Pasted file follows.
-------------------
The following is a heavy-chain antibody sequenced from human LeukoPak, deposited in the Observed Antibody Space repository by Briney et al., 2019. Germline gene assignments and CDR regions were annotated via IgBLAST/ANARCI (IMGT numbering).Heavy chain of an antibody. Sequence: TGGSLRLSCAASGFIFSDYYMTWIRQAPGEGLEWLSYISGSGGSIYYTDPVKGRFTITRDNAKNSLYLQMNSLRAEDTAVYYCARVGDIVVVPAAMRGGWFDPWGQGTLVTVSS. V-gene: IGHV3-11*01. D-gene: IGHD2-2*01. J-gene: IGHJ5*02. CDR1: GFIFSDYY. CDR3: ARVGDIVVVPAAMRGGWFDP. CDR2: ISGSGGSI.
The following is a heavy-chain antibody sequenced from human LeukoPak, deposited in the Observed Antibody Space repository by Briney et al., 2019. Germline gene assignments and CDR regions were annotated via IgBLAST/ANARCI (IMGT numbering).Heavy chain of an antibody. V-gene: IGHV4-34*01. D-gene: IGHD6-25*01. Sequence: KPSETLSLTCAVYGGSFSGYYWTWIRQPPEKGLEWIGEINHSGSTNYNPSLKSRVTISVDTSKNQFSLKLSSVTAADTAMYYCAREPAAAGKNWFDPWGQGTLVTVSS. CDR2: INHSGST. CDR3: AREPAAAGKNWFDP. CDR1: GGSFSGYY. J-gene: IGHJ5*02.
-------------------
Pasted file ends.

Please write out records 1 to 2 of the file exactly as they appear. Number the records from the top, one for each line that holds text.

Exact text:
The following is a heavy-chain antibody sequenced from human LeukoPak, deposited in the Observed Antibody Space repository by Briney et al., 2019. Germline gene assignments and CDR regions were annotated via IgBLAST/ANARCI (IMGT numbering).Heavy chain of an antibody. Sequence: TGGSLRLSCAASGFIFSDYYMTWIRQAPGEGLEWLSYISGSGGSIYYTDPVKGRFTITRDNAKNSLYLQMNSLRAEDTAVYYCARVGDIVVVPAAMRGGWFDPWGQGTLVTVSS. V-gene: IGHV3-11*01. D-gene: IGHD2-2*01. J-gene: IGHJ5*02. CDR1: GFIFSDYY. CDR3: ARVGDIVVVPAAMRGGWFDP. CDR2: ISGSGGSI.
The following is a heavy-chain antibody sequenced from human LeukoPak, deposited in the Observed Antibody Space repository by Briney et al., 2019. Germline gene assignments and CDR regions were annotated via IgBLAST/ANARCI (IMGT numbering).Heavy chain of an antibody. V-gene: IGHV4-34*01. D-gene: IGHD6-25*01. Sequence: KPSETLSLTCAVYGGSFSGYYWTWIRQPPEKGLEWIGEINHSGSTNYNPSLKSRVTISVDTSKNQFSLKLSSVTAADTAMYYCAREPAAAGKNWFDPWGQGTLVTVSS. CDR2: INHSGST. CDR3: AREPAAAGKNWFDP. CDR1: GGSFSGYY. J-gene: IGHJ5*02.